Coming to term with the latest news from “African Elephant Giant nation Botswana”; I appreciate that there has been stern confab in identifying a coping mechanism on the increasing in elephant population across Southern African region; “I credit that decisions about wildlife management should be based on science rather than willful ignorance of it.” In my humble view I feel like the decision to lift the hunting of elephants was not well moored by scientific or other forms of scientific evidence; in the entire world of conservation we have never seen or witness such decision solving the underlying said contests.
The rationale behind lifting hunting include: “The number and high levels of human-elephant conflict and the consequent impact on livelihoods was increasing; Predators appear to have increased and were causing a lot of damage as they kill livestock in large numbers among others
I have been globally put to analysis this decision and this is what I feel;
• The government of Botswana would have consulted the African Elephant Range state; In Africa we have about 37 countries hosting at least 1,000 elephants and above and they play a central role in elephant conservation, lifting the ban on hunting will affect the continental elephant population not a single country or a region.
• Its time for African Elephant range states establish and enhance the “Regional integrated trans boundary approach”, elephants are known as long distance species and move from one country to another country. This validates why this trans boundary approach is very important and will discourage a decision from a single country. Invariably, they will offer space for these species as well as sharing synergy in tackling conservation challenges.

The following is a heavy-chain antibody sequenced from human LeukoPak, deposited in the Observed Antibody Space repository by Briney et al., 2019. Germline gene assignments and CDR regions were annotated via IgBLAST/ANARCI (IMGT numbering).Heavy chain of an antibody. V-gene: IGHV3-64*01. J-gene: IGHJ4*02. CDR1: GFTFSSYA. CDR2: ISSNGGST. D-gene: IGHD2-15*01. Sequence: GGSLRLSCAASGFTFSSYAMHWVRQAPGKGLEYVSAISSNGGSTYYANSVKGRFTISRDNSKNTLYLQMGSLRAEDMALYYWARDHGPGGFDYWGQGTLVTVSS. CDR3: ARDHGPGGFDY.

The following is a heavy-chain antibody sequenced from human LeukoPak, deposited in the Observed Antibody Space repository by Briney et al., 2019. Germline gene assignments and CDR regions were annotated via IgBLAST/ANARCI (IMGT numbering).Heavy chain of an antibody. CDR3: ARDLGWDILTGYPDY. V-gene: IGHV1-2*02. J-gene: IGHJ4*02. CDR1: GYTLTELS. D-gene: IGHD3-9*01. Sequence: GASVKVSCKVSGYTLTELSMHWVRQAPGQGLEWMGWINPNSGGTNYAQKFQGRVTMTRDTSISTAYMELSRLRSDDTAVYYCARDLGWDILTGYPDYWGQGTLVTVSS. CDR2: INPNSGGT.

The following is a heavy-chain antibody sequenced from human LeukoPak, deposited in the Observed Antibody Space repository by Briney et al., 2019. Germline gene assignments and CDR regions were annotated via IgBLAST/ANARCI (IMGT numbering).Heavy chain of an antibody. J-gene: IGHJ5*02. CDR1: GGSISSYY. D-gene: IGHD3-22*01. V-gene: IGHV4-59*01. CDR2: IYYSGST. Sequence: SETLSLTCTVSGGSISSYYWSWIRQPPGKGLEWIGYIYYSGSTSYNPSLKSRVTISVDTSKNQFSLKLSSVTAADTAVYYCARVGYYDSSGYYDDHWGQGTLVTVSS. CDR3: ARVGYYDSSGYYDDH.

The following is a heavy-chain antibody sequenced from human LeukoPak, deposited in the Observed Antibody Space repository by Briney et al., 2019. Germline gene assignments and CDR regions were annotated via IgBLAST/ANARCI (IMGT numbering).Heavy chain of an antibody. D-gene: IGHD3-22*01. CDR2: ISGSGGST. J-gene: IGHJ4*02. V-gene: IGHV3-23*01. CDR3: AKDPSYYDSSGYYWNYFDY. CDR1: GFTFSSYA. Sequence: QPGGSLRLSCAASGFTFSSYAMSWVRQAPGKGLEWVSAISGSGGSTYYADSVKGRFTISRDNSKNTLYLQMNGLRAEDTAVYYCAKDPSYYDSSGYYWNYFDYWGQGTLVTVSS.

• If a population or any species seems increasing and may cause unprecedented challenges i.e. ecological or human conflict; a country or a region should consider translocations to the countries that have lost their elephants if only the said country (s) have collected the cause of species disappearance. Some countries have lost their elephants are now ready to can accommodate more elephants such countries includes Malawi, Uganda and Ethiopia among others.
I feel like Botswana Government is playing a devil advocate rule here! African leaders and policy makers have demonstrated conservation ignorance and need to be kindled up by a thrust! I have traversed in most of African countries and I can attest that our leaders have ignored science and instead have embraced unplanned infrastructural development targeting the protected areas. These developments are cash cows for most of these leaders for self-gain; and have stemmed in expansion of wildlife conflict between humans exasperating the negative attitudes from communities towards wildlife conservation.
By Jim Justus Nyamu- Elephant Conservations and cruder